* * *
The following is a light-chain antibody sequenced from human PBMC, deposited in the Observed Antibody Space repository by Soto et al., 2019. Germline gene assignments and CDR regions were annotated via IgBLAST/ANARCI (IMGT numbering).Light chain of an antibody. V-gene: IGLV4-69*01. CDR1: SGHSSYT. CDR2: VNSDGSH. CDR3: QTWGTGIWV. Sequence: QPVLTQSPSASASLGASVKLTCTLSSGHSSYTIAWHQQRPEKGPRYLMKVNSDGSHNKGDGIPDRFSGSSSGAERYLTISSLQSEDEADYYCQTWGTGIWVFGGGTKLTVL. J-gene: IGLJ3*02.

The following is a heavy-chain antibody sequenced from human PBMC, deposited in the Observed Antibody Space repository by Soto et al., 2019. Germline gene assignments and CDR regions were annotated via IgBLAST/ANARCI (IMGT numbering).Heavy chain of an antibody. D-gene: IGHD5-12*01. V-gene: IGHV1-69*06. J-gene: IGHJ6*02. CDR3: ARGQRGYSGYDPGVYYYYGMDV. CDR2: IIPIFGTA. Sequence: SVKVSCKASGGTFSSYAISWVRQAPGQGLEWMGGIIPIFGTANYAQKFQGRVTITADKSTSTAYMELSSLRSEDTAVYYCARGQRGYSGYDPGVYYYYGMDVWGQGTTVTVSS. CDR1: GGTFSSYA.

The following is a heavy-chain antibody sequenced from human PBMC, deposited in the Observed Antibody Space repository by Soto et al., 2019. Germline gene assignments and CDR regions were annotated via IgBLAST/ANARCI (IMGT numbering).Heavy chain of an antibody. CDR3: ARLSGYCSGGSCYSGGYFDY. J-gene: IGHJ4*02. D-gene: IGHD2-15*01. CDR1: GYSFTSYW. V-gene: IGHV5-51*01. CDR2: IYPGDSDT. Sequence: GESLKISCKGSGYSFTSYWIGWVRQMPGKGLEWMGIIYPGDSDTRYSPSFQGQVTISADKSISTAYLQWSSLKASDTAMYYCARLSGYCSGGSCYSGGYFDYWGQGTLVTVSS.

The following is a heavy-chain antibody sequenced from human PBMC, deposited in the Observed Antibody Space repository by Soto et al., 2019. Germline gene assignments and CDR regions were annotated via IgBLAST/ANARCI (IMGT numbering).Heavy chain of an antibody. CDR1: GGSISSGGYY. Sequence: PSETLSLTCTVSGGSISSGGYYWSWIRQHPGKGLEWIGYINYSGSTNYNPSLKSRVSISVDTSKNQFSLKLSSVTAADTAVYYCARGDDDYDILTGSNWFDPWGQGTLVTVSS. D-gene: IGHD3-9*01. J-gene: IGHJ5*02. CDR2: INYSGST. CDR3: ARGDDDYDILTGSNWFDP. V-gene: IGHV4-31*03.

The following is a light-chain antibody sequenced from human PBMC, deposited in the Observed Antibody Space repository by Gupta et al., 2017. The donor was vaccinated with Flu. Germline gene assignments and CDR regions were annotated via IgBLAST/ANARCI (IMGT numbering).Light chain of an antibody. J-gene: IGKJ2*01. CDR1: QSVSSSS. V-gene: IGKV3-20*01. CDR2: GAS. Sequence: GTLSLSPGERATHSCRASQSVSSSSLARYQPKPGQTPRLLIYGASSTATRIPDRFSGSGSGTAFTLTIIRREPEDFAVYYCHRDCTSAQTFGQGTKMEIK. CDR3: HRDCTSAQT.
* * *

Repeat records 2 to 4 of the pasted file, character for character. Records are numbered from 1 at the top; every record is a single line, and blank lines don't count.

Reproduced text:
The following is a heavy-chain antibody sequenced from human PBMC, deposited in the Observed Antibody Space repository by Soto et al., 2019. Germline gene assignments and CDR regions were annotated via IgBLAST/ANARCI (IMGT numbering).Heavy chain of an antibody. D-gene: IGHD5-12*01. V-gene: IGHV1-69*06. J-gene: IGHJ6*02. CDR3: ARGQRGYSGYDPGVYYYYGMDV. CDR2: IIPIFGTA. Sequence: SVKVSCKASGGTFSSYAISWVRQAPGQGLEWMGGIIPIFGTANYAQKFQGRVTITADKSTSTAYMELSSLRSEDTAVYYCARGQRGYSGYDPGVYYYYGMDVWGQGTTVTVSS. CDR1: GGTFSSYA.

The following is a heavy-chain antibody sequenced from human PBMC, deposited in the Observed Antibody Space repository by Soto et al., 2019. Germline gene assignments and CDR regions were annotated via IgBLAST/ANARCI (IMGT numbering).Heavy chain of an antibody. CDR3: ARLSGYCSGGSCYSGGYFDY. J-gene: IGHJ4*02. D-gene: IGHD2-15*01. CDR1: GYSFTSYW. V-gene: IGHV5-51*01. CDR2: IYPGDSDT. Sequence: GESLKISCKGSGYSFTSYWIGWVRQMPGKGLEWMGIIYPGDSDTRYSPSFQGQVTISADKSISTAYLQWSSLKASDTAMYYCARLSGYCSGGSCYSGGYFDYWGQGTLVTVSS.

The following is a heavy-chain antibody sequenced from human PBMC, deposited in the Observed Antibody Space repository by Soto et al., 2019. Germline gene assignments and CDR regions were annotated via IgBLAST/ANARCI (IMGT numbering).Heavy chain of an antibody. CDR1: GGSISSGGYY. Sequence: PSETLSLTCTVSGGSISSGGYYWSWIRQHPGKGLEWIGYINYSGSTNYNPSLKSRVSISVDTSKNQFSLKLSSVTAADTAVYYCARGDDDYDILTGSNWFDPWGQGTLVTVSS. D-gene: IGHD3-9*01. J-gene: IGHJ5*02. CDR2: INYSGST. CDR3: ARGDDDYDILTGSNWFDP. V-gene: IGHV4-31*03.